The purpose of the usability survey is to understand the experience of real patient users in using the device in the intended context of use. This will be used to ensure data integrity and to make improvements to the study design and digital solution.

 

 

Sylvain Zorman: From your perspective, what advantage(s) could a digital measure of nocturnal scratching behavior bring to dermatology drug development? 

Salma Ajraoui: The benefits we see from using digital measures of nocturnal scratching in dermatology drug development are threefold: 

  • First, it provides a continuous, objective measure for the action of scratching in dermatological conditions, which will enable better monitoring and follow-up of the patient's condition, allowing for potentially shorter trials and smaller sample sizes. 
  • Second, it allows differentiation between the sensation of itch, which can be measured subjectively from patient-reported outcomes, and the action of scratching, which can now be objectively measured with the ActiGraph device. Indeed, these two concepts can sometimes be confounded by patients.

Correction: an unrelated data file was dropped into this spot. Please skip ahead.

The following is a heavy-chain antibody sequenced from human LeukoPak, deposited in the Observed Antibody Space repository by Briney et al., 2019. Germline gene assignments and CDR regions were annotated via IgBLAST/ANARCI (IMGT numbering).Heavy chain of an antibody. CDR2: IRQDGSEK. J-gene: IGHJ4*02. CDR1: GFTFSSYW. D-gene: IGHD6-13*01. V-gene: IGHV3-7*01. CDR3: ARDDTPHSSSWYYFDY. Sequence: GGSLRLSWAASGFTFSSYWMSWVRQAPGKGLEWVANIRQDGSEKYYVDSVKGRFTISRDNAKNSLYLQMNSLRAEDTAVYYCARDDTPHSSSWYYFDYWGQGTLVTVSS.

• Finally, adding a nocturnal scratching measure to other existing ones will provide a more holistic understanding of the patient's experience and allow for a better assessment of the effect of treatment on patients. 

 

Sylvain Zorman: Clinical outcome assessments are designed to evaluate how the patient feels, functions, and survives. While objective measures of scratching behavior are valuable, what other evaluations are needed for a holistic picture of patient functioning? 

Rachel Bruce: Objective measures need to be considered in complement with other clinical outcome assessments, such as patient-reported outcomes which can provide contextualization to the objective measure and provide a more complete and holistic understanding of the patient experience.  

 

For more information about the use of digital endpoints in dermatology research, view ActiGraph's Digital Endpoint Resource Guide: Dermatology